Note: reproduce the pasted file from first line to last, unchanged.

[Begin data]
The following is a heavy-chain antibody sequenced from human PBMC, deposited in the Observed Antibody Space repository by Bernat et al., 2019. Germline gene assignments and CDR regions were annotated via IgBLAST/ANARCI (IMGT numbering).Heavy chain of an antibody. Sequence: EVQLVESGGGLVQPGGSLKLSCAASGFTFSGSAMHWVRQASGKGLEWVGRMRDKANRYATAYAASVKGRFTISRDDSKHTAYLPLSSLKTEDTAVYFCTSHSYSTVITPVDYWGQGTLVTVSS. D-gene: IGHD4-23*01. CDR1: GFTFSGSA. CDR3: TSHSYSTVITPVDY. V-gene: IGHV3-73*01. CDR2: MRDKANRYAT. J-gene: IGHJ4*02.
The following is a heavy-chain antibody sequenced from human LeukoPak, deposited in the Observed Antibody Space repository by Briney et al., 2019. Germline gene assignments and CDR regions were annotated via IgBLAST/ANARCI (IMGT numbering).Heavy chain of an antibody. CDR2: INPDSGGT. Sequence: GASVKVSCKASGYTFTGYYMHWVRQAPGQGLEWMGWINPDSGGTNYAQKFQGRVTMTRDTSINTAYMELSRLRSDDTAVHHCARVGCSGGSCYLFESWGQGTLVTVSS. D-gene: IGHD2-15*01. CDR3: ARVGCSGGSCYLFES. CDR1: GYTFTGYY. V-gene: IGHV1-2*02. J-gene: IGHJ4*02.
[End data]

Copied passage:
The following is a heavy-chain antibody sequenced from human PBMC, deposited in the Observed Antibody Space repository by Bernat et al., 2019. Germline gene assignments and CDR regions were annotated via IgBLAST/ANARCI (IMGT numbering).Heavy chain of an antibody. Sequence: EVQLVESGGGLVQPGGSLKLSCAASGFTFSGSAMHWVRQASGKGLEWVGRMRDKANRYATAYAASVKGRFTISRDDSKHTAYLPLSSLKTEDTAVYFCTSHSYSTVITPVDYWGQGTLVTVSS. D-gene: IGHD4-23*01. CDR1: GFTFSGSA. CDR3: TSHSYSTVITPVDY. V-gene: IGHV3-73*01. CDR2: MRDKANRYAT. J-gene: IGHJ4*02.
The following is a heavy-chain antibody sequenced from human LeukoPak, deposited in the Observed Antibody Space repository by Briney et al., 2019. Germline gene assignments and CDR regions were annotated via IgBLAST/ANARCI (IMGT numbering).Heavy chain of an antibody. CDR2: INPDSGGT. Sequence: GASVKVSCKASGYTFTGYYMHWVRQAPGQGLEWMGWINPDSGGTNYAQKFQGRVTMTRDTSINTAYMELSRLRSDDTAVHHCARVGCSGGSCYLFESWGQGTLVTVSS. D-gene: IGHD2-15*01. CDR3: ARVGCSGGSCYLFES. CDR1: GYTFTGYY. V-gene: IGHV1-2*02. J-gene: IGHJ4*02.